Education is in the limelight yet again. Not for any encouraging reason, however.
Schools in Thimphu are bursting at the seams. Some schools in the capital are forced to convert laboratories into classrooms because of excessive admission pressure. At the same time, schools in rural pockets of the country are experiencing drastic enrolment drop.
This is an interesting development that has been happening for a while now. It is also a development that is disturbing. Media tried their best to highlight the problem and to launch a serious national debate.
If reiteration is necessary, here it is: why are schools in Thimphu facing increasing admission pressure year after year when opposite is happening in schools in the rural parts of the country?
One 50-year-old school in Thimphu is facing such admission pressure that it is forced to find an alternative to cope. The school is using officers’ old mess of the Royal Bhutan Army as classrooms for 12 sections of the school.
Decentralisation is an idea that has done us much good. We are where we are today because we dared to launch an idea into practical use. Effective service systems have reached the lowest level of our communities.
Alas, with education and schools, we did not meet with the same success. Where did we fail, and how?
With all the goodness of decentralisation policy, we still seem to be pursueing a development path that is sadly very centralised. It’s a national myopia that gives rise to all the problems of shortages and repercussions myriad.
Why, for example, can we not have some of our ministries spread out in different dzongkhags? That happening will actually help create employment and economic opportunities outside Thimphu, which in turn will ease admission pressure in the schools in the capital.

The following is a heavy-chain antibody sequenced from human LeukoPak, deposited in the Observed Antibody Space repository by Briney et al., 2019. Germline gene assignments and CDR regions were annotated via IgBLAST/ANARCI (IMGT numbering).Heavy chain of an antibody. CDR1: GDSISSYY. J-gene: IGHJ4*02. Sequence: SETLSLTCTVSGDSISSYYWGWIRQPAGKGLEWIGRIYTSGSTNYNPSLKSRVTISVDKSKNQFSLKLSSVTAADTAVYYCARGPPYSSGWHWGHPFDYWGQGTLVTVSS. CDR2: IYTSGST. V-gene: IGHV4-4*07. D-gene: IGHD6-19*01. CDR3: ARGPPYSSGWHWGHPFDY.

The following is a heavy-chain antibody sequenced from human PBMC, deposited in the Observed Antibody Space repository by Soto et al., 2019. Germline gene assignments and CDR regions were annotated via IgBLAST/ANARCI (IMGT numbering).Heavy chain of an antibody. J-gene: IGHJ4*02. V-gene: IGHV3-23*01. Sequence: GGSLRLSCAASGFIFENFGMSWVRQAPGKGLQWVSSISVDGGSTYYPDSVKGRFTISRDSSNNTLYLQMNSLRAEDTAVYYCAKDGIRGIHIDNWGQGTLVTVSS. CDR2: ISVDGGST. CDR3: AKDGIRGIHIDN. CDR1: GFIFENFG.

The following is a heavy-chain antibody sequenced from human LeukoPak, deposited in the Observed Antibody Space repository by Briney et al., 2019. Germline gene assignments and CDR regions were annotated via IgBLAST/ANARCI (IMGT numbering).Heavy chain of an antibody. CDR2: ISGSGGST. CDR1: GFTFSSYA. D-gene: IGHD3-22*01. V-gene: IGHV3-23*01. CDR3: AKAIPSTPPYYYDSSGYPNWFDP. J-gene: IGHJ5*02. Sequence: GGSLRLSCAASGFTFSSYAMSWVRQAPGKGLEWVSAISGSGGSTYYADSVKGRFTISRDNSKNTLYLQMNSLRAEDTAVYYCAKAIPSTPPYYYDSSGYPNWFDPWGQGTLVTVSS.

Why must every important office be in Thimphu? That is the question.
Big questions come from small problems. Small problems become way too big if we fail to address them at the right time.
Good governance is about empowering the citizens with productive environment to learn so that the process of building our nation prospers to benefit all, not just a few for all their greed and vanity.
The success of education lies in our ability to give our heart and soul for its development. One ragged section of students under a collapsing shanty will cost us dear.
Time will come, and very soon it will, if we give no heed to the changing tides. Why are things the way they are? Why are some of our schools seeing drop in enrolment when others are facing growth beyond their capacity?
Future generations will hold us responsible for what space we gave them to grow.